But the most remarkable board member is self-described “historian” David Barton, a frequent guest of conspiracy-mongering Fox News host Glenn Beck. According to the Anti-Defamation League, Barton spoke twice during the early 1990s to adherents of the viciously racist and anti-Semitic theology known as Christian Identity.

  • Jean

    Whether you agree with same sex marriage or not, why would someone use a hate group to accomplish something unless they have a lot of hate in their heart also.

  • difluoroethene

    I doubt Fred Karger (http://politics.gather.com/vie.....4979158624) would ever do anything like that.

  • Clay Williams

    There is an old saying in the South: “He’s anybody’s dog that will hunt with him”…guess Newt has a new master…for the time being, at least. But I shouldn’t be too hard on the old goat since he was responsible for my dropping the republicans in ’94 in favor of the democrats, with his “Contract with America”. What a loser! His motto when he runs for the White House will have to be “In Pope We Hope”!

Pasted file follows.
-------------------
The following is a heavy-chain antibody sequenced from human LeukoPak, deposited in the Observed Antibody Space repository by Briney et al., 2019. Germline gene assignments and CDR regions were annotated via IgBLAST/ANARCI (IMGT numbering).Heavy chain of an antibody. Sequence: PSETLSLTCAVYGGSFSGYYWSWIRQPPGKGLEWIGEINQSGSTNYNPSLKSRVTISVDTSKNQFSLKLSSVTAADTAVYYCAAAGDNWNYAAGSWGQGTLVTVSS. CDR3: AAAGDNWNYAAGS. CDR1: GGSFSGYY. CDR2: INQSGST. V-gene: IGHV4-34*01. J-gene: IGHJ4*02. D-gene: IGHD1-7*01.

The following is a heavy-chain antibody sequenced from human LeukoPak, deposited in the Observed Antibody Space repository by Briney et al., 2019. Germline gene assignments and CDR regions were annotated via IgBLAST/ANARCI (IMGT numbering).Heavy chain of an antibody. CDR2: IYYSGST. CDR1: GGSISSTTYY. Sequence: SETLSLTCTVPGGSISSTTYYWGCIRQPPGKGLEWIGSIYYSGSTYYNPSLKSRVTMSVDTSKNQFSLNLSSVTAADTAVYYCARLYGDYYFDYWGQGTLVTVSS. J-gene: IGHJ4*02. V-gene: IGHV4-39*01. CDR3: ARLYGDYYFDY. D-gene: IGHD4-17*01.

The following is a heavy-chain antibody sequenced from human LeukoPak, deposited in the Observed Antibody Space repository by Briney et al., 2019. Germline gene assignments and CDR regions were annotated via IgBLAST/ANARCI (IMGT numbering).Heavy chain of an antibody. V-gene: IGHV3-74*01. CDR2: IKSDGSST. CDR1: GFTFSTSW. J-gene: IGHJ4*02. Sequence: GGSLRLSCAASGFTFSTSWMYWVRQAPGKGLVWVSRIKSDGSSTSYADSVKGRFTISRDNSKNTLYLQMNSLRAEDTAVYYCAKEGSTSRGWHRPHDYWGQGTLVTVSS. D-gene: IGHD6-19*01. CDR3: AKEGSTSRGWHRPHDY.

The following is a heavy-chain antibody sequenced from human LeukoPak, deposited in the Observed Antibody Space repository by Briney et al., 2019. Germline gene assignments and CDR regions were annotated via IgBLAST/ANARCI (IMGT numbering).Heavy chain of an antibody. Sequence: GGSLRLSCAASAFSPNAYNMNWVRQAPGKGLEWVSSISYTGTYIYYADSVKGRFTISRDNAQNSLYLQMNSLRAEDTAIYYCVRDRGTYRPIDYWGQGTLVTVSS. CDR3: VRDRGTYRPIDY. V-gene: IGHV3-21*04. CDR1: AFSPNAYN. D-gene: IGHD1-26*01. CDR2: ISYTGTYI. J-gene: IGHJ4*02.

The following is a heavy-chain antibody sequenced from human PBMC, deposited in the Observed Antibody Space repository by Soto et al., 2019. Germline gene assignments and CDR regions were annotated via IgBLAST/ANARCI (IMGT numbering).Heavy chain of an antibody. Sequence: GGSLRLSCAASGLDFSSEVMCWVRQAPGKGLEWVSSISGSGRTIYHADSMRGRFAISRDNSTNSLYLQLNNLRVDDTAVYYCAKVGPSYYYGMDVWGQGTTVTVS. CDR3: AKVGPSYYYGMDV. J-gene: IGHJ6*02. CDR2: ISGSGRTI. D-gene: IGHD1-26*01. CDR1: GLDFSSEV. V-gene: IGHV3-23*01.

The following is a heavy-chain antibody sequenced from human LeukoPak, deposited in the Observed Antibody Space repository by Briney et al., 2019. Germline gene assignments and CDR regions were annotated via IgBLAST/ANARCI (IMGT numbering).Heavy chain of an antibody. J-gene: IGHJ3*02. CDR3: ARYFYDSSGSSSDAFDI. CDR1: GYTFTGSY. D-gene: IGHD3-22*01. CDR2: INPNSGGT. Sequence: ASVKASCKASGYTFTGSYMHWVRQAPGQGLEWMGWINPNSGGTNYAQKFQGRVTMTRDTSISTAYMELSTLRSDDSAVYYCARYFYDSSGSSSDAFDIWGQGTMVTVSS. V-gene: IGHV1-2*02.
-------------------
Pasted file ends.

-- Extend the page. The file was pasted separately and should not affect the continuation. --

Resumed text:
• Bo Harris

    Correction to last sentence. Should be “still a human being” not “at.”
    gracias

  • Bo Harris

    Newt, are you gay? It’s OK. You can tell us, because we see you as a human being first. Not a particularly right-thinking one at best, and a diabolical self-serving one at worst, but still at human being.

  • Peter Paul Fuchs